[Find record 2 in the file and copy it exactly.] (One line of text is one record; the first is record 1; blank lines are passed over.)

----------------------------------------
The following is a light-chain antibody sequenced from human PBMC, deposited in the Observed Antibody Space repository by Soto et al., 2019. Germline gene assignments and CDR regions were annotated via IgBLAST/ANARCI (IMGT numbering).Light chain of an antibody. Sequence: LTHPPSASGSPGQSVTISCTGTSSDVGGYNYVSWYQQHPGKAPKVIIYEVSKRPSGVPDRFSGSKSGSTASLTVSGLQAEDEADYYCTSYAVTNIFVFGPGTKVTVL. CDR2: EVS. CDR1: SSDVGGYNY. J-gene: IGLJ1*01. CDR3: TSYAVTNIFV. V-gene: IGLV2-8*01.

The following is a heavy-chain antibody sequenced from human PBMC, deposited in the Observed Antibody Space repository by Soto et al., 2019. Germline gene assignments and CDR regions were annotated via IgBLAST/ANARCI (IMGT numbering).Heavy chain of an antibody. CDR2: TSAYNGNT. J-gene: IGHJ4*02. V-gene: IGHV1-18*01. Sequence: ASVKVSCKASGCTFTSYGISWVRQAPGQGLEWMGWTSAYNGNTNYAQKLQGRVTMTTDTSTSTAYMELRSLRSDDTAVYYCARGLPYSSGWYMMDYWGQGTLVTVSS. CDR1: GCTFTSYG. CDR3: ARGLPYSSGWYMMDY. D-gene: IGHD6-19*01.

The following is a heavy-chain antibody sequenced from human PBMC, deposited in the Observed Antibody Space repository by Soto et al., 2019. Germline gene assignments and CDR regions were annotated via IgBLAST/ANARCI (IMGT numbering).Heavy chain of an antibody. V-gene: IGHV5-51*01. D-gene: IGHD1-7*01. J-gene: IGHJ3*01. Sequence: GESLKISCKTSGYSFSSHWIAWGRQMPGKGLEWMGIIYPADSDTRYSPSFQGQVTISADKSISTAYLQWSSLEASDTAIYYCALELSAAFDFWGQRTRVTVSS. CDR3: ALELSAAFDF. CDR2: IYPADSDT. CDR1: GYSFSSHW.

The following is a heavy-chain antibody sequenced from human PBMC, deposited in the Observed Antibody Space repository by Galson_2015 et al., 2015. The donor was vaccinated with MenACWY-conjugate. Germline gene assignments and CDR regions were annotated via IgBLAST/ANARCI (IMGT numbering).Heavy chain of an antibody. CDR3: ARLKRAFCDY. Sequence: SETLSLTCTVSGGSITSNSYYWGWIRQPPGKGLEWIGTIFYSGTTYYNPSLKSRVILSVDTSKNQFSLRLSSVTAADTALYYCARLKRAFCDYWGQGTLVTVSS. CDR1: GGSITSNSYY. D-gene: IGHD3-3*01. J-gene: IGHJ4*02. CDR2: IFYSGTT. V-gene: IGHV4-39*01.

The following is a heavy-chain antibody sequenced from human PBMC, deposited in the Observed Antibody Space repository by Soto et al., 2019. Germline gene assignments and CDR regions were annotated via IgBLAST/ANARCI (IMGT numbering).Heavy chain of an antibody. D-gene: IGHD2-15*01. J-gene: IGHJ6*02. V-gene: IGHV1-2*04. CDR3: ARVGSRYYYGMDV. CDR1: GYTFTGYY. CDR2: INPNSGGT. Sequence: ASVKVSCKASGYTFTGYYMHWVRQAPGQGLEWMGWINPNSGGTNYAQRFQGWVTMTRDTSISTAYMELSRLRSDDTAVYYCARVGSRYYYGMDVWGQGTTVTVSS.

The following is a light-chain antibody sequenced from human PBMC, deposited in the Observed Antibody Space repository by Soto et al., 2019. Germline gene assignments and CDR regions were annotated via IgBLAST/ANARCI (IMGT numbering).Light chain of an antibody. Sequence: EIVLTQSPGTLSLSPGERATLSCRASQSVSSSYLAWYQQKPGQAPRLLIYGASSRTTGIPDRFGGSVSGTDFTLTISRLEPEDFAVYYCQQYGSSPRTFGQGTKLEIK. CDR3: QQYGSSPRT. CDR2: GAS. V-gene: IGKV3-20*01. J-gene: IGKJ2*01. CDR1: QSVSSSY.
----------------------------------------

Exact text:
The following is a heavy-chain antibody sequenced from human PBMC, deposited in the Observed Antibody Space repository by Soto et al., 2019. Germline gene assignments and CDR regions were annotated via IgBLAST/ANARCI (IMGT numbering).Heavy chain of an antibody. CDR2: TSAYNGNT. J-gene: IGHJ4*02. V-gene: IGHV1-18*01. Sequence: ASVKVSCKASGCTFTSYGISWVRQAPGQGLEWMGWTSAYNGNTNYAQKLQGRVTMTTDTSTSTAYMELRSLRSDDTAVYYCARGLPYSSGWYMMDYWGQGTLVTVSS. CDR1: GCTFTSYG. CDR3: ARGLPYSSGWYMMDY. D-gene: IGHD6-19*01.